Cancers are heterogeneous between patients and between tumour cells. It is still difficult to identify the subpopulations of cells that most contribute to tumour growth and those that are targeted by therapy. Xiaoyang Lan et al. now explore the dynamics of human glioblastoma (GBM) subpopulations using barcodes for tumour cells. They suggest that a proliferative hierarchy emerges through stochastic cell fate decision. In this model, slow-cycling stem cells give rise to rapidly proliferative progenitors that fuel tumour growth and which in turn generate cells that are short-lived and do not proliferate. This is in contrast to a clonal evolution model based on the different fitness of cells that are selected for. The authors also identify a rare subpopulation of GBM cells that is resistant to TMZ treatment (the common treatment for GBM) but can be targeted by drug combinations.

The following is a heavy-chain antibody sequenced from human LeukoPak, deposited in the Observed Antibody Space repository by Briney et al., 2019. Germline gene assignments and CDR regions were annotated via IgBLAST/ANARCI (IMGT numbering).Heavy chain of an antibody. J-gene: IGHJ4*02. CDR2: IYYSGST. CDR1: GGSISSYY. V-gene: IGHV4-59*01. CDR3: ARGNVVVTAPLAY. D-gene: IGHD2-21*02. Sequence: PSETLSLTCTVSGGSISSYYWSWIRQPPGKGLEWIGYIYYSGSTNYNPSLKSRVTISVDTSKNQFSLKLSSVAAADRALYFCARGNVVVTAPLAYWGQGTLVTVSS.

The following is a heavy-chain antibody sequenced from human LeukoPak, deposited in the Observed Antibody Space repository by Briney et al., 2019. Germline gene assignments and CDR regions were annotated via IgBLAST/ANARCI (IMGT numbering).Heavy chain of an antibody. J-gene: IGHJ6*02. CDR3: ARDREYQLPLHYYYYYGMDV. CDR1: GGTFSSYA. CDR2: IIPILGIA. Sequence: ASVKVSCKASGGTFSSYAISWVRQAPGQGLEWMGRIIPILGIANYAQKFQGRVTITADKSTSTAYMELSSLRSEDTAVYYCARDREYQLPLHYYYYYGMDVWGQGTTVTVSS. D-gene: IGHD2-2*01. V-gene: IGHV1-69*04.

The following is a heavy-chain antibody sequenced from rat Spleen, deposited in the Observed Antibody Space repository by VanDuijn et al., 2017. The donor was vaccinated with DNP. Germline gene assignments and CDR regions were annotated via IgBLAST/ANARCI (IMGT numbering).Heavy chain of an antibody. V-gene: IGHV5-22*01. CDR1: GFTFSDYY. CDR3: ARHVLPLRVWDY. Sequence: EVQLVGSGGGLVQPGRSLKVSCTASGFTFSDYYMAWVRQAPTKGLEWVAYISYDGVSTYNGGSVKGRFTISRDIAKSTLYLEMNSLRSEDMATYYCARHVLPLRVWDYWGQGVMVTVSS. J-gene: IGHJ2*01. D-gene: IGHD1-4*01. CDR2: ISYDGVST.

- Division hierarchy leads to cell heterogeneity (News & Views p164, doi: 10.1038/nature23546)
- Fate mapping of human glioblastoma reveals an invariant stem cell hierarchy (Article p227, doi: 10.1038/nature23666)
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